Theatre / The 'No Boys' Cricket Club Theatre Royal, Stratford East, London

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The Independent Culture
Cricket lover Abigail Sandford (Dona Croll) used to be a demon at the crease. Bowl any delivery at her and - whack - the ball was over the boundary. That was back in the good old days when, as a schoolgirl in Jamaica, she helped to create the "No Boys" Cricket Club. Fatherly pressure squashed that first flower of independence. Now living in London, it's a tired, disappointed and older Abigail whom we first meet. Baited by her neighbour, bullied by her son, all she has for comfort are those old Caribbean memories - until, that is, her long lost cricket pal, Masie (Anni Domingo) life hardened and virago-like, pays her a surprise visit.

The brash young playwright Roy Williams urges a drastic safety measure for girls likely to fall hard in the sex war: no boys, they're more trouble than they're worth. But this is not to undervalue the reach of an ambitious piece of writing in which our two embittered heroines journey into their psyches and back to their childhood to watch - and be confronted by - their younger selves.

Promising newcomer Indhu Rubasingham directs with some assurance, although a more experienced director could have handled Anni Domingo better and so prevented the type of declamatory acting (the flashing eyes and overplayed patois) that so often bedevils black productions. But don't let that put you off. Once she's settled, Domingo's a treat and you will wonder at the work of the designers Chris Davey and Rosa Maggiora who, for the introspection scenes, bring the magic of cinema to theatre.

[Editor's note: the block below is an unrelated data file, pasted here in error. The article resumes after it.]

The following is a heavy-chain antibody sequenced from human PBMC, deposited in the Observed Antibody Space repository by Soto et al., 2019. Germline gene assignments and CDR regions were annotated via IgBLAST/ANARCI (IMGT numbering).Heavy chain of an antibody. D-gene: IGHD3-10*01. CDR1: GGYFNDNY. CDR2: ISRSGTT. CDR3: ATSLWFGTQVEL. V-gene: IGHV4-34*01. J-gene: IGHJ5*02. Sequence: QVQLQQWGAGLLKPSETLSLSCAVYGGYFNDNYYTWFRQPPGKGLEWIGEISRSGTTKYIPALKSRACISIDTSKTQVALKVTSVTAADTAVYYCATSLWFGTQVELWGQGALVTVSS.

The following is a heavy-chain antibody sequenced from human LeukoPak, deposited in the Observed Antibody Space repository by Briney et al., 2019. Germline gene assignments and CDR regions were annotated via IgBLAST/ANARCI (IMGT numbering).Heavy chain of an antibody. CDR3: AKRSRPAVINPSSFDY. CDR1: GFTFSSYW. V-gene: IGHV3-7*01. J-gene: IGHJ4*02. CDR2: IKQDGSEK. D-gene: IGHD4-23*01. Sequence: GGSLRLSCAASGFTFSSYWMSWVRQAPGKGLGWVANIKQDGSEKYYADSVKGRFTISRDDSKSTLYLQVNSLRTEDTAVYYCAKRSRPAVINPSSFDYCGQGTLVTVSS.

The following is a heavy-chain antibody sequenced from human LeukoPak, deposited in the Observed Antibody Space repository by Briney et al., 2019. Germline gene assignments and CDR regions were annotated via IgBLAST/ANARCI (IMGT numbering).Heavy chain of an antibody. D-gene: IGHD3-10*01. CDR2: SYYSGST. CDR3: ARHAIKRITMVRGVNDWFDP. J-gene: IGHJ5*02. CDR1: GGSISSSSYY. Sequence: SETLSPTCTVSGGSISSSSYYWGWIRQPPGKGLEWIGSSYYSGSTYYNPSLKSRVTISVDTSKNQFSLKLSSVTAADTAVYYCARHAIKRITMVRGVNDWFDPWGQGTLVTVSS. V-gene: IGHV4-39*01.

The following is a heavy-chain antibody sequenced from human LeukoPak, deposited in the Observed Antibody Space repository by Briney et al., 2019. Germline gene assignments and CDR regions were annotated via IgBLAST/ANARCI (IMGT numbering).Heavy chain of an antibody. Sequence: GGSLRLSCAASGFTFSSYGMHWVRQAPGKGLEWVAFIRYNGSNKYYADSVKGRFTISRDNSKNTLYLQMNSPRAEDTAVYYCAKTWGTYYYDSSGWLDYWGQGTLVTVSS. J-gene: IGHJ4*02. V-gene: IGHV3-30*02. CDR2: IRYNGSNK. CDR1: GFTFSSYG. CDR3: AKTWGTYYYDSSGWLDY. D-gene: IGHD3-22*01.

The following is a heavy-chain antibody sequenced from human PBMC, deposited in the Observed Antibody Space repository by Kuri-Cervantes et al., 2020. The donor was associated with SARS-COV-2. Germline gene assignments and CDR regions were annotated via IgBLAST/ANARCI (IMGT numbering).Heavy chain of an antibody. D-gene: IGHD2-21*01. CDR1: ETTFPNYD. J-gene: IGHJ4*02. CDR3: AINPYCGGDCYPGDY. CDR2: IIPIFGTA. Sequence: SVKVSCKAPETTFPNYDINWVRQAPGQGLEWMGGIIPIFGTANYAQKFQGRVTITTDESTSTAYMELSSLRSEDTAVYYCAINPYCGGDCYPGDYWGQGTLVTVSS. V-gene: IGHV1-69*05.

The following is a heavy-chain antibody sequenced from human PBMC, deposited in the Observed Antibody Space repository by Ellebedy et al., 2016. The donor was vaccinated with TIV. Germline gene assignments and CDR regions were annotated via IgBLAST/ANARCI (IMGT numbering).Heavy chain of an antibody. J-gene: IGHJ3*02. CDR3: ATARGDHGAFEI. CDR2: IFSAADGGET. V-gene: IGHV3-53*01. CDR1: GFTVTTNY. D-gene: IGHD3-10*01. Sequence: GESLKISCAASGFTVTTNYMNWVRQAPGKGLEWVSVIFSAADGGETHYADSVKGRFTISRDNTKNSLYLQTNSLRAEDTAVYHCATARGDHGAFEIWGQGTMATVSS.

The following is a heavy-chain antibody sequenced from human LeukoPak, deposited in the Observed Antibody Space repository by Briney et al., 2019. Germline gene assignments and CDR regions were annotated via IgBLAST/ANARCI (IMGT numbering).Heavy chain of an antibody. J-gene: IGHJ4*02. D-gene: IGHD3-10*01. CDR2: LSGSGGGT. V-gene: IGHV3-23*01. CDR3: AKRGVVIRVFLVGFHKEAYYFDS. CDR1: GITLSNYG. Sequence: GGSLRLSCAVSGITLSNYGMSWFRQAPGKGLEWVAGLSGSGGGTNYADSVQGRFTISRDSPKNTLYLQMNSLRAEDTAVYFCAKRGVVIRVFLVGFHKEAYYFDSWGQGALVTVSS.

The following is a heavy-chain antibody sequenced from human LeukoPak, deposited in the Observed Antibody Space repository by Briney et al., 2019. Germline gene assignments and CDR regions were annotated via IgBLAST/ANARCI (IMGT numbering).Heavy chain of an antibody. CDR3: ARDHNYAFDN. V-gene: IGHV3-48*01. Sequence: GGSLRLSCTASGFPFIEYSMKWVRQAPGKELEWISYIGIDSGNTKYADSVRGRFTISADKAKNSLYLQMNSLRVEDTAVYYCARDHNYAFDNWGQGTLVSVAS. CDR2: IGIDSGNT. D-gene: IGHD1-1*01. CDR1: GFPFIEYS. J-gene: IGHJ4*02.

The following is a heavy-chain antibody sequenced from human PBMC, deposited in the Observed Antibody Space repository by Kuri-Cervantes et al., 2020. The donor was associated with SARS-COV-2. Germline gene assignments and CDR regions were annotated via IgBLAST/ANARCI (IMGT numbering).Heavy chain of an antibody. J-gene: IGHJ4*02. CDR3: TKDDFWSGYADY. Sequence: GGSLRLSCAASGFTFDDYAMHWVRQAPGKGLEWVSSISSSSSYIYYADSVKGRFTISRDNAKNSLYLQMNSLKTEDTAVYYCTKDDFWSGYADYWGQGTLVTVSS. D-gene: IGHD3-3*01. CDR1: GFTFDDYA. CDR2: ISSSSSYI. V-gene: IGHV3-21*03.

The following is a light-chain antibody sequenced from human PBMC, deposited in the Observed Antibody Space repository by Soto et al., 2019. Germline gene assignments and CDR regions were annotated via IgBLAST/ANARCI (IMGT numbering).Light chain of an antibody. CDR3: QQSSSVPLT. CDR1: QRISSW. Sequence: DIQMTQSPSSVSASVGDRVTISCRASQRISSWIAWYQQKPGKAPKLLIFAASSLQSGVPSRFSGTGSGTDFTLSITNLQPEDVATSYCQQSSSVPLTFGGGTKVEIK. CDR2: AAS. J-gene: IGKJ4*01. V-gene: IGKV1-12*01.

As Abigail, the very talented Dona Croll is well supported by a hardworking cast and she puts in a fine comic performance, moving from cowed widow to angry mother with a baseball bat. But Williams saves some of his best lines for the passages of self-communion, and you're tickled when the young Abi, played by Ashley Miller, learns that she's grown to love and marry Teddy Carter. A feminist full toss.

n To 22 June. Booking: 0181-534 0310

ROY BARTHOLOMEW

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